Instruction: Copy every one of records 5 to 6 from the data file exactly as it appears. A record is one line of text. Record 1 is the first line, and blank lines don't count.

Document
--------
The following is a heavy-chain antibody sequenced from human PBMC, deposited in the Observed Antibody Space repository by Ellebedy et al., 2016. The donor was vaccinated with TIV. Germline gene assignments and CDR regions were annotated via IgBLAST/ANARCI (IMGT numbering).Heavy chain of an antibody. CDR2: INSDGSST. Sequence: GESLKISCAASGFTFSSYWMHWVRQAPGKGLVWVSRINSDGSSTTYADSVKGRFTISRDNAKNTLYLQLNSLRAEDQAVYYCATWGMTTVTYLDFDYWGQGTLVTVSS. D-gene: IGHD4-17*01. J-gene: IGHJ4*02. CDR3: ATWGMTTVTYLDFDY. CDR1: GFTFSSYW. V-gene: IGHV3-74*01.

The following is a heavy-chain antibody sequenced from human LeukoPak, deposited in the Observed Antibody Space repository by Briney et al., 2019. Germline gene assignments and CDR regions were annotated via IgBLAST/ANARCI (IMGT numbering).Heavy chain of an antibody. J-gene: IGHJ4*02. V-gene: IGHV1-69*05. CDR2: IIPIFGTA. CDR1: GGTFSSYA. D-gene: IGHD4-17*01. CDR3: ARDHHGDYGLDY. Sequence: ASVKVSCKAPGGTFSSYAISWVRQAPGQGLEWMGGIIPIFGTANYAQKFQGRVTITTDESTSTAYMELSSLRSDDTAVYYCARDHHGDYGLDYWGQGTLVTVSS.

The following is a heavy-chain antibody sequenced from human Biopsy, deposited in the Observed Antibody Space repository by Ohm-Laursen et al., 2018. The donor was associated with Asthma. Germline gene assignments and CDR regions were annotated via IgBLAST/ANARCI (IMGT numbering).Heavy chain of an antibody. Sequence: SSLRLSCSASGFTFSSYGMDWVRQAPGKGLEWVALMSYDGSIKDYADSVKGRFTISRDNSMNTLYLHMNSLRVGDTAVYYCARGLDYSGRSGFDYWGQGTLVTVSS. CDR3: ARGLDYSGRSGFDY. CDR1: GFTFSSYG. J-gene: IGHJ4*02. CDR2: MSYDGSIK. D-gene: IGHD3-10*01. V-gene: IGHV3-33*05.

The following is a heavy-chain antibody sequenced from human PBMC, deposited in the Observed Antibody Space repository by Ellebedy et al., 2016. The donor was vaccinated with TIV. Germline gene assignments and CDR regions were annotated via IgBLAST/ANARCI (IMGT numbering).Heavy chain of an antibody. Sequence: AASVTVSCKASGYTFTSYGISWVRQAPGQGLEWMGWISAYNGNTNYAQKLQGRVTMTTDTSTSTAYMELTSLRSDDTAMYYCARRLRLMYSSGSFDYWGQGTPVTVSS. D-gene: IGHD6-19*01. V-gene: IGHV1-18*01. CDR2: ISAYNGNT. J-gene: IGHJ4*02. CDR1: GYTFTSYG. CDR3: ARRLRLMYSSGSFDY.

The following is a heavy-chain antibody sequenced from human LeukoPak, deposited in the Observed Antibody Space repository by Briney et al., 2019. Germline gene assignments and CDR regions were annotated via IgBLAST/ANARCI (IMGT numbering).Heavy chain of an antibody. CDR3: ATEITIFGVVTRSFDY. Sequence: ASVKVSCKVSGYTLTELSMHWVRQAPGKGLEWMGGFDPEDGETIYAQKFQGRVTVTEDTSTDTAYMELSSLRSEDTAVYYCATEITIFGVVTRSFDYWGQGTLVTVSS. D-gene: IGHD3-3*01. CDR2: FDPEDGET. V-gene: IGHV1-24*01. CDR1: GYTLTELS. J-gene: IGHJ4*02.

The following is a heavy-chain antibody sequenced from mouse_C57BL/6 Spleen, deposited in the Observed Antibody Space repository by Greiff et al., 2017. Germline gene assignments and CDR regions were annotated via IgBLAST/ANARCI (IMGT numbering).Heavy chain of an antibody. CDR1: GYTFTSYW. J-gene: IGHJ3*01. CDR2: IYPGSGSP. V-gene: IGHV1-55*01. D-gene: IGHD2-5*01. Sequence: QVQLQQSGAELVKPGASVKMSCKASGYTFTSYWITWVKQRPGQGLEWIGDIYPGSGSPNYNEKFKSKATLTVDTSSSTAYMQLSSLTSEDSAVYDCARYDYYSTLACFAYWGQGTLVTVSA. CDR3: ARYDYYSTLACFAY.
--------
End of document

The following is a heavy-chain antibody sequenced from human LeukoPak, deposited in the Observed Antibody Space repository by Briney et al., 2019. Germline gene assignments and CDR regions were annotated via IgBLAST/ANARCI (IMGT numbering).Heavy chain of an antibody. CDR3: ATEITIFGVVTRSFDY. Sequence: ASVKVSCKVSGYTLTELSMHWVRQAPGKGLEWMGGFDPEDGETIYAQKFQGRVTVTEDTSTDTAYMELSSLRSEDTAVYYCATEITIFGVVTRSFDYWGQGTLVTVSS. D-gene: IGHD3-3*01. CDR2: FDPEDGET. V-gene: IGHV1-24*01. CDR1: GYTLTELS. J-gene: IGHJ4*02.

The following is a heavy-chain antibody sequenced from mouse_C57BL/6 Spleen, deposited in the Observed Antibody Space repository by Greiff et al., 2017. Germline gene assignments and CDR regions were annotated via IgBLAST/ANARCI (IMGT numbering).Heavy chain of an antibody. CDR1: GYTFTSYW. J-gene: IGHJ3*01. CDR2: IYPGSGSP. V-gene: IGHV1-55*01. D-gene: IGHD2-5*01. Sequence: QVQLQQSGAELVKPGASVKMSCKASGYTFTSYWITWVKQRPGQGLEWIGDIYPGSGSPNYNEKFKSKATLTVDTSSSTAYMQLSSLTSEDSAVYDCARYDYYSTLACFAYWGQGTLVTVSA. CDR3: ARYDYYSTLACFAY.